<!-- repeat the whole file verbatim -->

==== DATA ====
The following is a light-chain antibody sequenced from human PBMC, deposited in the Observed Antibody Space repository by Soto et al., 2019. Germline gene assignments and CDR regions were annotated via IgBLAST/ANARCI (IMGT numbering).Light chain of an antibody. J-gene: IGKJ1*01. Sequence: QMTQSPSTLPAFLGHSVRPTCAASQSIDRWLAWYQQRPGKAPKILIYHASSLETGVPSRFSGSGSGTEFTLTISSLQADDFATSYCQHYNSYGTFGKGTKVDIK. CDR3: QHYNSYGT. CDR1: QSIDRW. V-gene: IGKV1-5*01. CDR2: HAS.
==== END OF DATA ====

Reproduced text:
The following is a light-chain antibody sequenced from human PBMC, deposited in the Observed Antibody Space repository by Soto et al., 2019. Germline gene assignments and CDR regions were annotated via IgBLAST/ANARCI (IMGT numbering).Light chain of an antibody. J-gene: IGKJ1*01. Sequence: QMTQSPSTLPAFLGHSVRPTCAASQSIDRWLAWYQQRPGKAPKILIYHASSLETGVPSRFSGSGSGTEFTLTISSLQADDFATSYCQHYNSYGTFGKGTKVDIK. CDR3: QHYNSYGT. CDR1: QSIDRW. V-gene: IGKV1-5*01. CDR2: HAS.